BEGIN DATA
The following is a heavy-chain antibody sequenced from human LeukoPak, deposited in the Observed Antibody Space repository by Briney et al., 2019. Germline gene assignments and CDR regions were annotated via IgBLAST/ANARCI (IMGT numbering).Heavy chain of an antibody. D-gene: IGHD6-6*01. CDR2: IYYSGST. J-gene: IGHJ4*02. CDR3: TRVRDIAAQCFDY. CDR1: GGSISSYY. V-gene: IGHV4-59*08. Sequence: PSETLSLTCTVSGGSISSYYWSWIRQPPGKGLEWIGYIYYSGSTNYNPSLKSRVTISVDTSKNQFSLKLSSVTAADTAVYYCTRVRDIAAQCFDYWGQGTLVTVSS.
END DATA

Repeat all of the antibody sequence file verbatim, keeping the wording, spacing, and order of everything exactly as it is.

The following is a heavy-chain antibody sequenced from human LeukoPak, deposited in the Observed Antibody Space repository by Briney et al., 2019. Germline gene assignments and CDR regions were annotated via IgBLAST/ANARCI (IMGT numbering).Heavy chain of an antibody. D-gene: IGHD6-6*01. CDR2: IYYSGST. J-gene: IGHJ4*02. CDR3: TRVRDIAAQCFDY. CDR1: GGSISSYY. V-gene: IGHV4-59*08. Sequence: PSETLSLTCTVSGGSISSYYWSWIRQPPGKGLEWIGYIYYSGSTNYNPSLKSRVTISVDTSKNQFSLKLSSVTAADTAVYYCTRVRDIAAQCFDYWGQGTLVTVSS.